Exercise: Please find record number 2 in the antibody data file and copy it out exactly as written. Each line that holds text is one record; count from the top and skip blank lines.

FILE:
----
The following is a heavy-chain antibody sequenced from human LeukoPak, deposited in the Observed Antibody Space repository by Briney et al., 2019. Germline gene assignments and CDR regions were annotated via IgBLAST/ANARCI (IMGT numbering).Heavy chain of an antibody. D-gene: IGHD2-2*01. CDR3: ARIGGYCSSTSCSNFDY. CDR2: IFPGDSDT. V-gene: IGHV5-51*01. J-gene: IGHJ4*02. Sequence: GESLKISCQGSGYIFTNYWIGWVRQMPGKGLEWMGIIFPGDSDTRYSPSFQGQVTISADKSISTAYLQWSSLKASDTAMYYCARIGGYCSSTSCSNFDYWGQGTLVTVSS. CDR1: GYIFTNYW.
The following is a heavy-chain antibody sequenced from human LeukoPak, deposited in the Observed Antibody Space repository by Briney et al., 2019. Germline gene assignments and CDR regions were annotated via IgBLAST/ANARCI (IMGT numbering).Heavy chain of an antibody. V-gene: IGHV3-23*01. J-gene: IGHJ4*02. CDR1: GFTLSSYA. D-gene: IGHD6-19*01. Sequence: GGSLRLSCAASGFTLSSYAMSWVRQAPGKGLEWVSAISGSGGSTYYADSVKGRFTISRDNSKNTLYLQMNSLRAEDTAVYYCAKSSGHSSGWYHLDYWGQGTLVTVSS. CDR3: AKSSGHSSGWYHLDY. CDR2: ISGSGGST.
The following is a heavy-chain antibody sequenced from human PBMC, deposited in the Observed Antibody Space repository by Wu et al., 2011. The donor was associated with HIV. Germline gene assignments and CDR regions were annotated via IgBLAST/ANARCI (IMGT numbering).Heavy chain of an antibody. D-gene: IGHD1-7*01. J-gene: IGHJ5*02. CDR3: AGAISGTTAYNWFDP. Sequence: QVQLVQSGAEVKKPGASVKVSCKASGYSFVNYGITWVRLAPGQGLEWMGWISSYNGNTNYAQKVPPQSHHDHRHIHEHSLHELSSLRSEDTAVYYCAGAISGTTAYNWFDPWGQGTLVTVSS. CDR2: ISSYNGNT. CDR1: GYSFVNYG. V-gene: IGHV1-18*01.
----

The following is a heavy-chain antibody sequenced from human LeukoPak, deposited in the Observed Antibody Space repository by Briney et al., 2019. Germline gene assignments and CDR regions were annotated via IgBLAST/ANARCI (IMGT numbering).Heavy chain of an antibody. V-gene: IGHV3-23*01. J-gene: IGHJ4*02. CDR1: GFTLSSYA. D-gene: IGHD6-19*01. Sequence: GGSLRLSCAASGFTLSSYAMSWVRQAPGKGLEWVSAISGSGGSTYYADSVKGRFTISRDNSKNTLYLQMNSLRAEDTAVYYCAKSSGHSSGWYHLDYWGQGTLVTVSS. CDR3: AKSSGHSSGWYHLDY. CDR2: ISGSGGST.